The men of Qumran fervently believed in a doctrine of the “last days.” They had fled to the desert and were readying themselves for the imminent judgment when their enemies would be vanquished and they, God’s elect, would be given final victory in accordance with the predictions of the prophets. It was in connection with these end-time events that one of the most fascinating teachings of the sect emerges. The messianic hope loomed large in the thought of the brotherhood. As a matter of fact, evidence shows that they actually believed in three messiahs—one a prophet, the second a priest, and the third a king or prince.
In the document mentioned earlier called the Manual of Discipline or the Rule of the Community, it is laid down that the faithful should continue to live under the rule “until the coming of a prophet and the anointed ones (messiahs) of Aaron and Israel” (column 9, line 11). These three figures would appear to usher in the age for which the community was making preparation.
In another document found in Cave Four and referred to as the Testimonia, a number of Old Testament passages are brought together which formed the basis for the messianic expectations. The first is the citation from Deuteronomy 18:18-19 where God says to Moses: “I will raise up for them a prophet like you from among their brothers.” Next comes a quotation from Numbers 24:15-17, where Balaam foresees the rise of a princely conqueror: “a scepter shall rise out of Israel; it shall crush the forehead of Moab and break down all the sons of Sheth,” etc. The third passage is the blessing pronounced by Moses upon the tribe of Levi (the priestly tribe) in Deuteronomy 33:8-11. The way in which these three quotations are brought together suggests that the writer looked forward to the advent of a great prophet, a great prince and a great priest.
There were three individuals in the Old Testament writings that were referred to as “my anointed ones”—the prophet, the priest and the king (refer to Ex. 29:29; 1Sam. 16:13, 24:6, 1Ki. 19:16, Ps. 105:15). Each of these was consecrated to his work by anointing with oil. The Hebrew word for “anointed” is mashiach, from which we get the English word messiah. The NT doctrine of the Messiah is that each of these three offices found fulfillment in the person and work of Jesus of Nazareth! The people were amazed at His feeding of the multitude and said, “This is indeed the Prophet who is to come into the world!” (Jn. 6:14, also Jn 7:40; Acts 3:22, 7:37). Jesus also was a priest, not from the order of Levi but from the order of Melchizedek (Ps. 110:4; Heb. 7), who offered Himself as a sacrifice and appears for us in the presence of His Father (Heb. 9:24-26; 10:11-12). Also, Jesus was announced as the one who will receive “the throne of his father David and he will reign over the house of Jacob forever, and of his kingdom there will be no end.” (Lk. 1:32-33). Thus, He will be acclaimed “KING OF KINGS, AND LORD OF LORDS” (Rev. 19:16).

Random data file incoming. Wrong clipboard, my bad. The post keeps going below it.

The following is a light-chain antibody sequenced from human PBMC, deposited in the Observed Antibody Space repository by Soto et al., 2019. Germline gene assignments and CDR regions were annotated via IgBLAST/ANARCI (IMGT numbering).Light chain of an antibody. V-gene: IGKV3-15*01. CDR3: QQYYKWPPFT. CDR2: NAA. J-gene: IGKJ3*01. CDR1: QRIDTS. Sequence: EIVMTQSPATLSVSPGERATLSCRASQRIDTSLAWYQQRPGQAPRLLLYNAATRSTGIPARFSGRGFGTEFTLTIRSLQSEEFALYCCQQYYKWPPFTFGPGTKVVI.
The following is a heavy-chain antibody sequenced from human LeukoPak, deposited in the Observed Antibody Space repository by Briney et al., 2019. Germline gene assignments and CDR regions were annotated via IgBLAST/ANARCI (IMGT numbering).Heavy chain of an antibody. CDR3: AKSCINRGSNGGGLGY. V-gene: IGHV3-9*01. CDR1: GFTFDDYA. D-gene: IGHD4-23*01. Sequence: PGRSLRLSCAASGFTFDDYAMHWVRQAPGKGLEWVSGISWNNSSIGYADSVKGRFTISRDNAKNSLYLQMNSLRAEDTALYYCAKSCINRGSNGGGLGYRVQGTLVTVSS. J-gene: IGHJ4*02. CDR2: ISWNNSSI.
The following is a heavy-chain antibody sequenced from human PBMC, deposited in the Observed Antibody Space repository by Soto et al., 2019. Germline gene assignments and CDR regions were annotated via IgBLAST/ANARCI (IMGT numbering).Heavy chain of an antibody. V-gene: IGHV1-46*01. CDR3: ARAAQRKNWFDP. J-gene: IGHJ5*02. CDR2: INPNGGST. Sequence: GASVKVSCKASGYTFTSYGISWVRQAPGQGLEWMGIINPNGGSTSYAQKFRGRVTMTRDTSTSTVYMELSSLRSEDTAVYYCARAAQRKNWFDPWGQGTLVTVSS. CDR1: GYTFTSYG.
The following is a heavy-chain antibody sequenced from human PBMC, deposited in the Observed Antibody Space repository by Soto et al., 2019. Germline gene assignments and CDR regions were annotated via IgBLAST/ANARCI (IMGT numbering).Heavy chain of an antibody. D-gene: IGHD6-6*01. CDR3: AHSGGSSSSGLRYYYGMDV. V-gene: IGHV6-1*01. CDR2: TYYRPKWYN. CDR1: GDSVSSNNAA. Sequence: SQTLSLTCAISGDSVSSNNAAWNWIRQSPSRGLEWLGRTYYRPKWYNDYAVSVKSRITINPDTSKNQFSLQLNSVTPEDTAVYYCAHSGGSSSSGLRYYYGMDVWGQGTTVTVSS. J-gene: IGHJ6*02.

Thus, we have found an interesting point of contact between Qumran and Christianity—a point of contact which is also a point of cleavage. The Qumran community and the early Christians agreed that in the days of the fulfillment of Old Testament prophecies there would arise a great prophet, a great priest and a great king. But these three figures remained distinct in Qumran expectation whereas the New Testament saw them unified in the person of Jesus of Nazareth.
One more manuscript that has come to light in recent years provides a fascinating background to the New Testament messianic hope. It has been reconstructed from twelve small fragments, furnishing less than two columns of writing; but this much can be ascertained from its brief contents. It is a prediction of the birth of a Wonderful Child, possibly drawing on Isaiah 9:6-7, “For to us a child is born, to us a son is given; and the government shall be upon his shoulder, and his name shall be called Wonderful Counselor, Mighty God, Everlasting Father, Prince of Peace.” This child will bear special marks on His body and will be distinguished by wisdom and intelligence. He will be able to probe the secrets of all living creatures, and He will inaugurate the new age for which the faithful fervently awaited. Is it not striking that soon after this manuscript was composed, a child was born who fulfilled the hopes of Israel and inaugurated a new age? Although the men of Qumran were mistaken in the details of their messiah, they did expect one whose general characteristics were strikingly illustrated by Jesus of Nazareth, the Son of God and Messiah.
It is not known if some early Christian brought the message of Jesus to this wilderness community. We are left only to speculate on how they would have responded to the Wonderful Child born in Bethlehem who was the Prophet, Priest and King of Israel announced by the Hebrew prophets. In subsequent years to these initial discoveries, one scholar believed he had found a scrap of the Gospel of Mark in the Qumran material. Others in recent years have found references to a suffering “Messiah” and to the “Son of God” in individual scrolls. These discoveries have some very strong implications, one of which is that the ideas of a suffering Messiah and of a Messiah who would be the Son of God were held by Jews before the coming of Jesus and not invented by early Christians as some opponents of Christianity claim.
Maybe someday we will learn if the Messianic hopes of the “men of Qumran” were ever realized before they fled their community, hiding their precious manuscripts in nearby caves. In any case, their writings will continue to stimulate us to understand better that variegated group of people in the first century Israel who encountered the Prophet from Galilee.